Stencils for SMD solder pasting are becoming less expensive. Companies like ohararp.com makes your custom Kapton-polymide film stencils for $25 per 8×11″ sheet. Not bad, but I’m not sure if they allow you to fill that sheet with more than one design. It’s plastic and it will wear out fast, fold easily, etc. My DIY adventures involve mistakes sometimes and I appreciate mistakes because they teach me a lot, but not at a rate of $25+shipping and a week of waiting per mistake. I want better.
Professionally made metal (steel) stencils are still in the very expensive realm for any DIY/prorotype purposes. They are laser cut with special high power lasers and are very high quality and very durable. But for my small SMD projects I don’t have a budget for laser cut steel stencils. Instead I like to tinker with an idea until something good comes out of it. I’ve been thinking of how I can make metal stencils at home for a few weeks, so I speed up the assembly of Moteino and other upcoming SMD projects. Applying solder paste with a syringe on every pad is very slow and tedious. I want much better.
First I experimented with finding the right metal for the job. It had to be 3-5mil thick, flexible, and etchable. Copper or aluminum sounded like good candidates so I bought a 3mil 9×12″ copper sheet online for ~$10. Expensive but worth a shot. In the meantime I noticed that the aluminum food trays from food orders (which we trash or recycle) are the right thickness and have flat areas that can be cut out and used for stencils. Perfect. I had 2 metals to try. Next up is figuring out how to transfer toner to these.
An alternative to toner transfer is photo chemical resist etching. That works well with pre-sensitized PCBs, I’ve done it several times before and I like the method – it produces very good results. But how do I get photo resist on my metal sheets? I thought about trying spray photo resist then continue the process in similar fashion to PCB etching. Essentially here’s how photo chemical etching works:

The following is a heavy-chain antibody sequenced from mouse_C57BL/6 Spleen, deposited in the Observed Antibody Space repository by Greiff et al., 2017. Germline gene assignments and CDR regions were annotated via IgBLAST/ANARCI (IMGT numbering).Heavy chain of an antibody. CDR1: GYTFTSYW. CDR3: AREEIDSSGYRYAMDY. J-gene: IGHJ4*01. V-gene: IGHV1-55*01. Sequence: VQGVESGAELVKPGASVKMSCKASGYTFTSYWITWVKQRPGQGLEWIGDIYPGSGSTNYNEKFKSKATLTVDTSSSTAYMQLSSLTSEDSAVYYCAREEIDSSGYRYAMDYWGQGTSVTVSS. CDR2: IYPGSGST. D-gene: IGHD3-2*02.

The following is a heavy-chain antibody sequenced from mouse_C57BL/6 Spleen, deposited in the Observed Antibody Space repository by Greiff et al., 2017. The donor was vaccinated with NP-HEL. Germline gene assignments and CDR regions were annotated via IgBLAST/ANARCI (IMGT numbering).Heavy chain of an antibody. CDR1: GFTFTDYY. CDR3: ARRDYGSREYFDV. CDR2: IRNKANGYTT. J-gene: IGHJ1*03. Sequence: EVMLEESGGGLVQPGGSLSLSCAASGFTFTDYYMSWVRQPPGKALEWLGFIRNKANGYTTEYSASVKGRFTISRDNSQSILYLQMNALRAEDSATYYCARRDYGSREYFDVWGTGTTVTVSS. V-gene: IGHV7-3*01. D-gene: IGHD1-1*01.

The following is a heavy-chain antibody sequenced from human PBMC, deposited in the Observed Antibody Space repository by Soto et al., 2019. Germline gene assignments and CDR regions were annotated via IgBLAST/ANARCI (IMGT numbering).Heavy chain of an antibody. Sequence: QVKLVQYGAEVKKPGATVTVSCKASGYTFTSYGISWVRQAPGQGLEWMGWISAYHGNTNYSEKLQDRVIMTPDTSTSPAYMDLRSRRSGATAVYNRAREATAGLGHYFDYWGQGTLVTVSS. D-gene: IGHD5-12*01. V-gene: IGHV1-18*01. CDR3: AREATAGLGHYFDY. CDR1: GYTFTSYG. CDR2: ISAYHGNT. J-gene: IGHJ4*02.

However here’s many potential issues with the spray-resist method:
- you have to spray it evenly in a controlled low dust dark environment
- from what I’ve researched people say spray photo resist is not as good as the presensitized version (mainly because it’s hard to match the resist application quality that manufacturers have), also hard to find, and expensive
- there’s relatively cheap film photo resist on ebay which you can laminate to your PCB/metal and get good results. I actually ordered some from China but that will take forever to get here and I’m too impatient. I want better and faster. I want NOW.
I tried various approaches to get an etch mask on the metal, none of which produced even decent results. Copper was less friendly than aluminum. I tried the glossy/magazine-paper toner transfer and that went nowhere:
- the paper would often jam inside my printer (maybe my printer doesn’t like unconventional sized thin paper). Thicker magazine paper worked fine but failed in later steps.
- when transfering with an iron, if the temperature wasn’t exactly right, the paper would either burn and smear the toner (even a tiny amount would mess up small pads) or it wouldn’t transfer well enough. If by chance I would get a good toner-metal bond, removing the paper by soaking it in water would remove enough toner with it to make it unusable.
- bottom line: paper toner transfer really didn’t work for me
Next I tried taping the metal to the paper to try and print the toner directly to the metal. I first printed the board outline to the paper for guidance, then taped the metal over it, then printed the cream layer on the same spot. This didn’t work at all, apparently the toner won’t stick to aluminum or copper, and only produced a very smeared useless print. On a second thought I think it actually makes a lot of sense why laser printing on metal sheets doesn’t work. Laser printers dump toner dust on the media while magnetizing the media to make the toner stick to it, then it gets passed through a heat element which melts the toner and bonds it to the media.
My next idea was the one that actually worked quite well. Why not print on transparencies, then transfer that to the metal? Transparency film is very cheap, sustains a lot of heat without melting, and is transparent 🙂 a very welcome helping feature.
Yesterday I was drinking a can of Coke and it dawned on me that it was also made of aluminum. A much harder/flexible version (probably anodized in some way). Which is mostly a good thing. The food tray aluminum would bend/dent easily and keep the shape. This beverage can aluminum alloy had shape-memory and while could be easily bent/creased, it seemed to be a better candidate than anything I’ve considered before. (I’ve actually had very decent success with food tray aluminum as well, but you have to be very careful not to crease/dent/poke it with sharp objects).
This story is getting long so in my next post I’ll describe the actual steps in making the stencil, from Eagle to properly modifying and printing the cream layer and then etching the stencil and applying solder paste.